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Large-Scale Phenotype-Based Antiepileptic Drug Screening in a Zebrafish Model of Dravet Syndrome(1,2,3).

Dinday MT, Baraban SC - eNeuro (2015)

Bottom Line: Mutations in a voltage-gated sodium channel (SCN1A) result in Dravet Syndrome (DS), a catastrophic childhood epilepsy.The effectiveness of compounds that block neuronal calcium current (dimethadione) or enhance serotonin signaling (fenfluramine) in our zebrafish model suggests that these may be important therapeutic targets in patients with DS.Over 150 compounds resulting in fatality were also identified.

View Article: PubMed Central - HTML - PubMed

Affiliation: Department of Neurological Surgery, Epilepsy Research Laboratory, University of California San Francisco , San Francisco, California 94143.

ABSTRACT
Mutations in a voltage-gated sodium channel (SCN1A) result in Dravet Syndrome (DS), a catastrophic childhood epilepsy. Zebrafish with a mutation in scn1Lab recapitulate salient phenotypes associated with DS, including seizures, early fatality, and resistance to antiepileptic drugs. To discover new drug candidates for the treatment of DS, we screened a chemical library of ∼1000 compounds and identified 4 compounds that rescued the behavioral seizure component, including 1 compound (dimethadione) that suppressed associated electrographic seizure activity. Fenfluramine, but not huperzine A, also showed antiepileptic activity in our zebrafish assays. The effectiveness of compounds that block neuronal calcium current (dimethadione) or enhance serotonin signaling (fenfluramine) in our zebrafish model suggests that these may be important therapeutic targets in patients with DS. Over 150 compounds resulting in fatality were also identified. We conclude that the combination of behavioral and electrophysiological assays provide a convenient, sensitive, and rapid basis for phenotype-based drug screening in zebrafish mimicking a genetic form of epilepsy.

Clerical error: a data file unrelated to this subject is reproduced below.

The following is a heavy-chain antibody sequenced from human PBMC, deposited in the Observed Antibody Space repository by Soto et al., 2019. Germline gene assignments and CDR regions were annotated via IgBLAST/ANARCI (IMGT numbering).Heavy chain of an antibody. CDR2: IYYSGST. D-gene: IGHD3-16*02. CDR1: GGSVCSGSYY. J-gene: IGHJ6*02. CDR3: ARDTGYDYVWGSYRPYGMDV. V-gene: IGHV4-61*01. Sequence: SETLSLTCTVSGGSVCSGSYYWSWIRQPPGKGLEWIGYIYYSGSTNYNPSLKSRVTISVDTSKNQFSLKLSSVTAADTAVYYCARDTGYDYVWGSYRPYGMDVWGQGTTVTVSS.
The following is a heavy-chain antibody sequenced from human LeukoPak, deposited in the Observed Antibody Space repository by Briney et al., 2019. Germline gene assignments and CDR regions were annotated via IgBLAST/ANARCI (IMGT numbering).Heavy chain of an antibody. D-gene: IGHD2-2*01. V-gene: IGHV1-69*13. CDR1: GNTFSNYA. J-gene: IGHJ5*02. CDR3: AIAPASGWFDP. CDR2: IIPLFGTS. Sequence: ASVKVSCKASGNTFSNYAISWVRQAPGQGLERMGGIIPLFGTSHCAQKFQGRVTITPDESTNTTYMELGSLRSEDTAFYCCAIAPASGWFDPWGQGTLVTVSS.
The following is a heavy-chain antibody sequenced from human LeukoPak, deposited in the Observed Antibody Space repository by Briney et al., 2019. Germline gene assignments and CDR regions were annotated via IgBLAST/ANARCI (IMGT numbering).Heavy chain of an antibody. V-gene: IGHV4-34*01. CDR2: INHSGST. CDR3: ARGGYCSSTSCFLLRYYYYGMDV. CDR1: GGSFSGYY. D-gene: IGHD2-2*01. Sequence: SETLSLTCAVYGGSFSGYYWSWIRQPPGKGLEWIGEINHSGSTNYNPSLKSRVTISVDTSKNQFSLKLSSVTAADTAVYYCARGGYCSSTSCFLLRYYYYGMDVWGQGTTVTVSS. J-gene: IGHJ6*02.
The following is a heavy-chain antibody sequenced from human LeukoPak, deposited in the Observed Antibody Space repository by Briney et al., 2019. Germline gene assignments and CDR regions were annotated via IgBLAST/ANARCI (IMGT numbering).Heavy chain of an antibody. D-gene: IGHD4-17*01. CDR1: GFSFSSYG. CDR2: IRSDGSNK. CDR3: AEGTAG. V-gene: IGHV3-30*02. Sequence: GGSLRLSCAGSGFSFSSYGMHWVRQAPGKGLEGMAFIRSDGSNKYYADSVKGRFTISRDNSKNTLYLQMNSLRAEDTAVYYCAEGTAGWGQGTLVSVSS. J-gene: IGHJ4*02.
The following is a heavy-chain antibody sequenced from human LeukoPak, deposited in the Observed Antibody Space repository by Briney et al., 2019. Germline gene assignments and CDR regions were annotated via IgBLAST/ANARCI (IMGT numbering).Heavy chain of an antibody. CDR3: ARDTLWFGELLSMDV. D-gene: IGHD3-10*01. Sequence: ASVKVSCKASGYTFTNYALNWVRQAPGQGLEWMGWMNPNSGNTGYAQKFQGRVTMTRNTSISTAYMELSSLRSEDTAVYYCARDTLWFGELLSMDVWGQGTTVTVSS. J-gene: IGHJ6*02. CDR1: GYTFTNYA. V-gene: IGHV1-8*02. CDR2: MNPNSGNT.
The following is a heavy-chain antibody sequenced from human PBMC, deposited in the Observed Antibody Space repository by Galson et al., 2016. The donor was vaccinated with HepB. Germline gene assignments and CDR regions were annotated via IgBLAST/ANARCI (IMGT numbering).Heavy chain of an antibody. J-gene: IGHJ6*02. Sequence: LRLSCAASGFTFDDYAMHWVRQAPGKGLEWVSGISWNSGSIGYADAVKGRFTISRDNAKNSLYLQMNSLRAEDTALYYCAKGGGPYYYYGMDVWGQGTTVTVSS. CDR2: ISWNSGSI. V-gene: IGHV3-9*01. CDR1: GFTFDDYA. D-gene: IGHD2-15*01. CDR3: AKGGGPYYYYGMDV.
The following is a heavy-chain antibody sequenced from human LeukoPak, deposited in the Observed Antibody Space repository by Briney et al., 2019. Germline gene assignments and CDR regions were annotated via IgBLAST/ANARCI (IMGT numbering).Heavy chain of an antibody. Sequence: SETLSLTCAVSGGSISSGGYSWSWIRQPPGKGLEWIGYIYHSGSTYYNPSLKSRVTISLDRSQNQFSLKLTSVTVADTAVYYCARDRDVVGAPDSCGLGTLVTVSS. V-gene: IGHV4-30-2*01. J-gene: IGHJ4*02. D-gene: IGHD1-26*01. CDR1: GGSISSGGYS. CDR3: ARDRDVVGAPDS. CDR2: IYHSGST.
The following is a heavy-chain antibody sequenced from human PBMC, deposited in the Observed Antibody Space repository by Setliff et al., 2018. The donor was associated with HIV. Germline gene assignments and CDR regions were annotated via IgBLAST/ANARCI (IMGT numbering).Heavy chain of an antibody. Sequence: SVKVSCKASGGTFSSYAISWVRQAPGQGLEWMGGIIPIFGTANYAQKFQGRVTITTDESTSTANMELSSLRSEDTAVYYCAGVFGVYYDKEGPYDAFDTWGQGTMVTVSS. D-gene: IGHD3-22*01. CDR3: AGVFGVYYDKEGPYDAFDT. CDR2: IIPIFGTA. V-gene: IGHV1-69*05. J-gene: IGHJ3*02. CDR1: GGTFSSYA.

No MeSH data available.


Related in: MedlinePlus